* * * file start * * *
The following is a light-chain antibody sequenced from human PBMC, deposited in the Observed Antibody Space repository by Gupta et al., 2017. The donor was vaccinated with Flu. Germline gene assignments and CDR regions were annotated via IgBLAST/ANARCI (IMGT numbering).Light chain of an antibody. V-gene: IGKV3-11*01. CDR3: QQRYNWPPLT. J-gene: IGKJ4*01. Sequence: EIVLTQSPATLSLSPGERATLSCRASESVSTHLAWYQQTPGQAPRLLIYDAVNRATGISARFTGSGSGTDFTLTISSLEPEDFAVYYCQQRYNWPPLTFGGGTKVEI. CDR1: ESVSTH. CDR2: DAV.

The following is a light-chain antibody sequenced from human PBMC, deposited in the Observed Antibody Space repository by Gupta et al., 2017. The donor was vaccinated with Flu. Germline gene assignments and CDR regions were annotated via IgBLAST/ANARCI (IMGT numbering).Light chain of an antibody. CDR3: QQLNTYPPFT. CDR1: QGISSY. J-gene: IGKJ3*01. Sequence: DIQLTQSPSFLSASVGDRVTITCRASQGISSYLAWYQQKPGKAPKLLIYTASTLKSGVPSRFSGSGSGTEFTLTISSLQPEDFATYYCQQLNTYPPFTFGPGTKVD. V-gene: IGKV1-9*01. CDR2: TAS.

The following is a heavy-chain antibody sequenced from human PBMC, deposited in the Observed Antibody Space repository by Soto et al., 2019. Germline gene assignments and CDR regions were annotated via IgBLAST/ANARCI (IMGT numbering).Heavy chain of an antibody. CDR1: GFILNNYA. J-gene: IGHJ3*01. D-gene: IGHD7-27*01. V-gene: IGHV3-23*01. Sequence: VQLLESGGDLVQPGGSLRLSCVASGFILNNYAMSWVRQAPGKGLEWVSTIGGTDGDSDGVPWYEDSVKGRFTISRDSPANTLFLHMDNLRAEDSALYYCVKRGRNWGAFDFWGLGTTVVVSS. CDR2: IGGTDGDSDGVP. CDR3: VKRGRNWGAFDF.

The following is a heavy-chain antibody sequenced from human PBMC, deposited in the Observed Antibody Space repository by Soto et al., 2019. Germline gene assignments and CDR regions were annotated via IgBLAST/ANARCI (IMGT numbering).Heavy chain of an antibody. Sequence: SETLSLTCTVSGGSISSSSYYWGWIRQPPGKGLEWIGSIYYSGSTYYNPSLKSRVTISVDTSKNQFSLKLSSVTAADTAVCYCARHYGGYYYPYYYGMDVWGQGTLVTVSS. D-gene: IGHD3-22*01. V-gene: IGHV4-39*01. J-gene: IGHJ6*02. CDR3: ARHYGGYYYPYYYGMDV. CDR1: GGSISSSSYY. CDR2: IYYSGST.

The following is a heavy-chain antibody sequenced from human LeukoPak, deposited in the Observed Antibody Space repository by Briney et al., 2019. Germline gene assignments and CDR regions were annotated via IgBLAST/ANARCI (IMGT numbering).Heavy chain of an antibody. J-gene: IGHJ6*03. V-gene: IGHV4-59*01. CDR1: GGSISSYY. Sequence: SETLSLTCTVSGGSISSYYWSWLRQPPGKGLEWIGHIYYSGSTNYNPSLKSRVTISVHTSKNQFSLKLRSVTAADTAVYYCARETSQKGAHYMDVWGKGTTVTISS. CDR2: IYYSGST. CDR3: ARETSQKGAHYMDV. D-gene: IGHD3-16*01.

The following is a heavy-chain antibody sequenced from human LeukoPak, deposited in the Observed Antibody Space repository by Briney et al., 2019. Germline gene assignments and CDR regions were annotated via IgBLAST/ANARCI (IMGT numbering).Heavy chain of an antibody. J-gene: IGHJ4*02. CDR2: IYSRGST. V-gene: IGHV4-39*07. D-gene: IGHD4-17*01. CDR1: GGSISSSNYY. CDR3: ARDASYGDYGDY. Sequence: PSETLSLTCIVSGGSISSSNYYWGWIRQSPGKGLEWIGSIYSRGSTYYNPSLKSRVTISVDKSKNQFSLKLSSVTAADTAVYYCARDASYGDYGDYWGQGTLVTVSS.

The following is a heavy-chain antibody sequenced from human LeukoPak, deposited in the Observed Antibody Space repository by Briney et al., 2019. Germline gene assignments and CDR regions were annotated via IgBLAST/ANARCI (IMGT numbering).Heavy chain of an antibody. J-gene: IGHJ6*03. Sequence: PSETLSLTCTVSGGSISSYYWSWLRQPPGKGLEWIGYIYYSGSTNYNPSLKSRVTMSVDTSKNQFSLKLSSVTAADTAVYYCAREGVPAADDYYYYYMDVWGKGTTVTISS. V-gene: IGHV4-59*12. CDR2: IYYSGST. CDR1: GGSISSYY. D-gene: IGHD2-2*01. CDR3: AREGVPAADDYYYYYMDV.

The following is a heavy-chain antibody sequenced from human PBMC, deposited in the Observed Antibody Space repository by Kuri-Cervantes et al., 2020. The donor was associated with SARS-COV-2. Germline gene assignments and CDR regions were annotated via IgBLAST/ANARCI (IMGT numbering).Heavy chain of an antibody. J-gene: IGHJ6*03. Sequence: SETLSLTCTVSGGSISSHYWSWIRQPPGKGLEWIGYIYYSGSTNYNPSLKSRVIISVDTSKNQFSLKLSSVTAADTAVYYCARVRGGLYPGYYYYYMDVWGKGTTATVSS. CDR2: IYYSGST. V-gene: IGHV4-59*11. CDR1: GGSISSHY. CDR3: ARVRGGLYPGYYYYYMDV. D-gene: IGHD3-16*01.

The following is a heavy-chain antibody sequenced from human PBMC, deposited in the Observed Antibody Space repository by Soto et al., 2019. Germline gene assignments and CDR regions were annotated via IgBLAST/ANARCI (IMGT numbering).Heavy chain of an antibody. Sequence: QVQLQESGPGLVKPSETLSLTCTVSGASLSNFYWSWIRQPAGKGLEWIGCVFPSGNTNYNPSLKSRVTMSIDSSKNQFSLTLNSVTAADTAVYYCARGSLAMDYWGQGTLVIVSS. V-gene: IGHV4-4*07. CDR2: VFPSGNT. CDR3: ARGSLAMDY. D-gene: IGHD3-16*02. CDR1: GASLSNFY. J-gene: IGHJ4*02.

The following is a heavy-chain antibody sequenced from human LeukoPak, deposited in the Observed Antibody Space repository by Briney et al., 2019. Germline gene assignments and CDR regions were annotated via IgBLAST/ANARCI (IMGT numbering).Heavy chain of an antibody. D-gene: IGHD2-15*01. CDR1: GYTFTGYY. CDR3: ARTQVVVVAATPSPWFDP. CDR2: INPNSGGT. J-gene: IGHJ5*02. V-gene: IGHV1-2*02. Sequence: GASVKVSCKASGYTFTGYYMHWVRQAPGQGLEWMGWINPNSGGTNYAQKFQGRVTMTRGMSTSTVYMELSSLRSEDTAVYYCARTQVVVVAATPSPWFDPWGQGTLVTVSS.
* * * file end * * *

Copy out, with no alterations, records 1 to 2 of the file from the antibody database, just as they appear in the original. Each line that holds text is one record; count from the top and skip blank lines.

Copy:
The following is a light-chain antibody sequenced from human PBMC, deposited in the Observed Antibody Space repository by Gupta et al., 2017. The donor was vaccinated with Flu. Germline gene assignments and CDR regions were annotated via IgBLAST/ANARCI (IMGT numbering).Light chain of an antibody. V-gene: IGKV3-11*01. CDR3: QQRYNWPPLT. J-gene: IGKJ4*01. Sequence: EIVLTQSPATLSLSPGERATLSCRASESVSTHLAWYQQTPGQAPRLLIYDAVNRATGISARFTGSGSGTDFTLTISSLEPEDFAVYYCQQRYNWPPLTFGGGTKVEI. CDR1: ESVSTH. CDR2: DAV.

The following is a light-chain antibody sequenced from human PBMC, deposited in the Observed Antibody Space repository by Gupta et al., 2017. The donor was vaccinated with Flu. Germline gene assignments and CDR regions were annotated via IgBLAST/ANARCI (IMGT numbering).Light chain of an antibody. CDR3: QQLNTYPPFT. CDR1: QGISSY. J-gene: IGKJ3*01. Sequence: DIQLTQSPSFLSASVGDRVTITCRASQGISSYLAWYQQKPGKAPKLLIYTASTLKSGVPSRFSGSGSGTEFTLTISSLQPEDFATYYCQQLNTYPPFTFGPGTKVD. V-gene: IGKV1-9*01. CDR2: TAS.